David has written Growing a Revolution: Bringing Our Soil Back to Life and Dirt: The Erosion of Civilizations. Anne and David co-wrote the book The Hidden Half of Nature: The Microbial Roots of Life and Health.
Maddie Kempner is the Policy Director of NOFA VT. Maddie worked with the VT Right to Know GMOs Coalition to help pass Vermont’s GMO labeling law. Maddie is passionate about advocating for positive food and farm policy change.
She has a Master of Environmental Law and Policy from Vermont Law School. Active in the movement to Keep The Soil In Organic, Maddie has spoken at Rallies in both Vermont and Jacksonville, Florida. She has testified numerous times to the NOSB to protect organic integrity.
Zoë Ida Bradbury. Born onto a sheep ranch along the southern Oregon coast, Zoë grew up birthing lambs in the spring, watching salmon spawn in the fall, and taming plums and tomatoes into canning jars all summer. Her love for food, farming and rural livelihood ultimately lured her back to her native southern Oregon where she has run a diversified fresh market farm — Valley Flora — since 2008, on land shared with her mother and sister.
With her two young daughters in tow, she cultivates a couple hundred varieties of vegetable, berry, fruit, herb and flower crops for local restaurants, foodbanks, farmstand, u-pick, and 100+ CSA shares (all with the help of one old electric tractor, one young diesel tractor, three draft horses, and a couple of wonderful employees).
She graduated from Stanford University and has a masters degree in Community Change and Food Systems. She is a Food & Society Policy Fellow, has written for a number of publications over the years, and co-edited Greenhorns: 50 Dispatches from the New Farmers’ Movement.
Steve Ela is a farmer from Colorado. He is co-owner of Ela Family Farms, which has been certified organic since 1996. He is a current member of the National Organic Standards Board. He was an Organic Farming Research Foundation board member from 2001–2011 and previous OFRF board Chairman.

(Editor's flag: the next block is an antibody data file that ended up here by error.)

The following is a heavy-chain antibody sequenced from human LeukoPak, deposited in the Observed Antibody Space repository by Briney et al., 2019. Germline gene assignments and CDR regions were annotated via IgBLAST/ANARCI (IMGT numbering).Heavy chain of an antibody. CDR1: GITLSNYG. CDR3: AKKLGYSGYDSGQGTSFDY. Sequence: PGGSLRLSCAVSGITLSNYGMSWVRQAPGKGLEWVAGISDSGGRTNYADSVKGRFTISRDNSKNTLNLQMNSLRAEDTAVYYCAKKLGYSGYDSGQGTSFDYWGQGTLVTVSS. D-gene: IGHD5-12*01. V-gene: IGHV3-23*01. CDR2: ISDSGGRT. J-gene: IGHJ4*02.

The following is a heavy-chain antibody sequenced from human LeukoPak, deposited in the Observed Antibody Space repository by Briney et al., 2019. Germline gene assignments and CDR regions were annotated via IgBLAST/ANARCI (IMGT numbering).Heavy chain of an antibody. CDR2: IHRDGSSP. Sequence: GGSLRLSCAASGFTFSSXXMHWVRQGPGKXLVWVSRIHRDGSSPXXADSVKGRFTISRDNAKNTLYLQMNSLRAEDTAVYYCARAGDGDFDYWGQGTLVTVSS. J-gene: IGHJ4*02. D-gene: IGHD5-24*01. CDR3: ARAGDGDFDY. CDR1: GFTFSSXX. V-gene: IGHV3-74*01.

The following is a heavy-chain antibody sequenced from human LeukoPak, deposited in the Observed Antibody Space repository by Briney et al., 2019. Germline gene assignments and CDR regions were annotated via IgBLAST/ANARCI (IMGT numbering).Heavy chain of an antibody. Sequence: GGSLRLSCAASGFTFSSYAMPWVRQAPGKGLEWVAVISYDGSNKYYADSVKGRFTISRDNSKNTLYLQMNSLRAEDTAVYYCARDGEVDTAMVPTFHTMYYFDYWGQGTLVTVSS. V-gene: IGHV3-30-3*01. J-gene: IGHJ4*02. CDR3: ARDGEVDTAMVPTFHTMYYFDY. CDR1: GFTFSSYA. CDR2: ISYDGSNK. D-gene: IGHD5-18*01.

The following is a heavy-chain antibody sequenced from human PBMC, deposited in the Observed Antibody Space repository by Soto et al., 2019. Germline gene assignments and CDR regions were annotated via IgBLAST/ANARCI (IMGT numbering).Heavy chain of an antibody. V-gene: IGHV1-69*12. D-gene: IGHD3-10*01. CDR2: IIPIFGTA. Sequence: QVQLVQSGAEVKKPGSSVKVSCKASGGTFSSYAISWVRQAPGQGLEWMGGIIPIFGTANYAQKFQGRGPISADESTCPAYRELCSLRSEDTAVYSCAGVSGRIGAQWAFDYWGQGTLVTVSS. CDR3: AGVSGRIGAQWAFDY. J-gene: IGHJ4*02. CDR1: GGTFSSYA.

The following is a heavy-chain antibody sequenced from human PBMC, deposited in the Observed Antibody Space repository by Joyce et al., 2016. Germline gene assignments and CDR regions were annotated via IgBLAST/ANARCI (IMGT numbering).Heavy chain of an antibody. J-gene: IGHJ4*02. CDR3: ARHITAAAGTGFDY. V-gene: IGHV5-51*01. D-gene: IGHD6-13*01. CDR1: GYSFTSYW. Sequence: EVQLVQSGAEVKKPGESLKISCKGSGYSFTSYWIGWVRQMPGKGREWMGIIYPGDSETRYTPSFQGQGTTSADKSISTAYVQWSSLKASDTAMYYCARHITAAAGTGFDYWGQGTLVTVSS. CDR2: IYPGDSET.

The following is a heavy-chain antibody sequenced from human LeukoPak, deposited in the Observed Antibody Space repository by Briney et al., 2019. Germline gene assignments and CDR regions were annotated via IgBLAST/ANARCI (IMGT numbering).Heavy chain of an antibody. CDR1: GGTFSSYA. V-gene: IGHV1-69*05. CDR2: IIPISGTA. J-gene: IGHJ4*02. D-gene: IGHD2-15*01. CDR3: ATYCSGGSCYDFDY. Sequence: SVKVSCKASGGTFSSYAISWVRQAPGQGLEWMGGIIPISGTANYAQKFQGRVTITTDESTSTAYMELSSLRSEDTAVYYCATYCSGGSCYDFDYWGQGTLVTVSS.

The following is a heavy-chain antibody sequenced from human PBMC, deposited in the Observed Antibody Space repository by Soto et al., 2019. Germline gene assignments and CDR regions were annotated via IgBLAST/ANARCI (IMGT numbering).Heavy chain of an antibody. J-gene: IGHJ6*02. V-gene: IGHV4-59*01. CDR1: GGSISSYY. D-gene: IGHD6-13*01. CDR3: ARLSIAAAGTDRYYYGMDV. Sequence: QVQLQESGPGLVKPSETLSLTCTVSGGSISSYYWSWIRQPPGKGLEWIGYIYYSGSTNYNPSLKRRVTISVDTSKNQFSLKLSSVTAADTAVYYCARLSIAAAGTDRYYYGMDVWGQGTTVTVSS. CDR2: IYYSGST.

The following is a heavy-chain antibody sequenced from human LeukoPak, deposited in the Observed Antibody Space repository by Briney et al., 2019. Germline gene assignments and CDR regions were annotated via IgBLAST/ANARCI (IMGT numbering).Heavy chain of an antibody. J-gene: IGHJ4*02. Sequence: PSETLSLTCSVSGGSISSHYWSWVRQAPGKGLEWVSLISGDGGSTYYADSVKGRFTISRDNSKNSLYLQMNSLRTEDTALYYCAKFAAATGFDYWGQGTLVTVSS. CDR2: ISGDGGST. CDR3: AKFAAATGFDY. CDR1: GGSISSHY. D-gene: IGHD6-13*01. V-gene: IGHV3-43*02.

Steve has been an organizer for several National Organic Tree Fruit Research Symposiums and has participated in and written grants for numerous research projects. Steve has a Master’s in Soil Science, and has served on a wide variety of Boards and Advisory Committees addressing food and agriculture issues nationally, regionally, and locally.
Mary Ellen Chadd started Green Spark Farm in 2009 and now farms full-time year-round with her husband and two little daughters. Mary Ellen attended Evergreen State College majoring in Ecological Agriculture and Community Food Systems.
Before starting her farm in her home-town area in Maine, she worked with the New American Sustainable Agriculture Project there, writing curriculum and training refugees and new Americans in farming systems, marketing for farmers, and farm business planning.
She contributes to the new farmer community by speaking at MOFGA classes and events. Her farm has employed and mentored six young farmers who have gone on to start their own farm businesses.
Will Allen grew up on a small farm in Southern California. He served in the Marine Corps. Will earned his Ph.D. in Anthropology in 1968, studying tropical forest farmers in Peru. Will taught at the University of Illinois and later at the University of California.